October 24, 2008

How about if we just agree Sarah Palin can’t be president?


With a woman, a black man, and the oldest candidate ever having all had a genuine chance to become president, the campaign of 2008 may have seemed like the realization of an American truism: Anyone can become president. Not so, says John R. MacArthur, the publisher of Harper’s Magazine. After interviewing legendary mavericks like George McGovern, Eugene McCarthy, Ralph Nader and Ned Lamont, he says it’s time to notice that our major candidates have very similar voting records and are all getting money from the same lobbyists and banks. You have to be in the club, he tells Alternet in this interview: “The two parties encourage people to think there was never anything but a two-party system in the United States. The media contributes to it, because the media doesn’t really challenge the party structure. They don’t give the third party candidates much airtime. You don’t see Ralph Nader or Bob Barr at McCain-Obama debates and that is for a reason. They want to limit the choice so they can hold onto power more effectively.”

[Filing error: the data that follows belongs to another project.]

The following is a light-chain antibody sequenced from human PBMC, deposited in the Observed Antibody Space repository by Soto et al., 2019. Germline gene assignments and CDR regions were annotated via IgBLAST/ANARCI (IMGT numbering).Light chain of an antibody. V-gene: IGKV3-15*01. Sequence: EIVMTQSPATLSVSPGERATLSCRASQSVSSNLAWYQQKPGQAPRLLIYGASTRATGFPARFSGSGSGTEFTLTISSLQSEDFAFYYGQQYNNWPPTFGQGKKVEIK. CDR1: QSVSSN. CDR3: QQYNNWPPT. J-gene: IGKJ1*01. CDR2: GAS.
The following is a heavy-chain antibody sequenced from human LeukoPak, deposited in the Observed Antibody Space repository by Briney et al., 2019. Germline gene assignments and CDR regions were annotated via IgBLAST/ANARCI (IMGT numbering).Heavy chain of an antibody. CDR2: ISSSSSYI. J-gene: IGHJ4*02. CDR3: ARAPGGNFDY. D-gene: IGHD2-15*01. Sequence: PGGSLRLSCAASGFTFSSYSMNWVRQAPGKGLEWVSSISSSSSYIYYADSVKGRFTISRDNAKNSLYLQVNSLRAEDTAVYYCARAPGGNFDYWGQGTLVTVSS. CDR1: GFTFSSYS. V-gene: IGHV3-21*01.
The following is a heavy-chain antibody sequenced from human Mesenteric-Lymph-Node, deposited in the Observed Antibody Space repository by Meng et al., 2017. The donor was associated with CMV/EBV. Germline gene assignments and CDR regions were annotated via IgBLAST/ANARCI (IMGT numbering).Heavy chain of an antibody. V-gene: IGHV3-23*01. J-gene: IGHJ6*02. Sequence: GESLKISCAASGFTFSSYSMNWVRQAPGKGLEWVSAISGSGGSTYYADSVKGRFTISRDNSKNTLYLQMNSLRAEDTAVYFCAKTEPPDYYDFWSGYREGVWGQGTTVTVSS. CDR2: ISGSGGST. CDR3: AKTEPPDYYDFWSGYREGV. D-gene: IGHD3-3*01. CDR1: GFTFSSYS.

Dennis Johnson is the founder of MobyLives, and the co-founder and co-publisher of Melville House.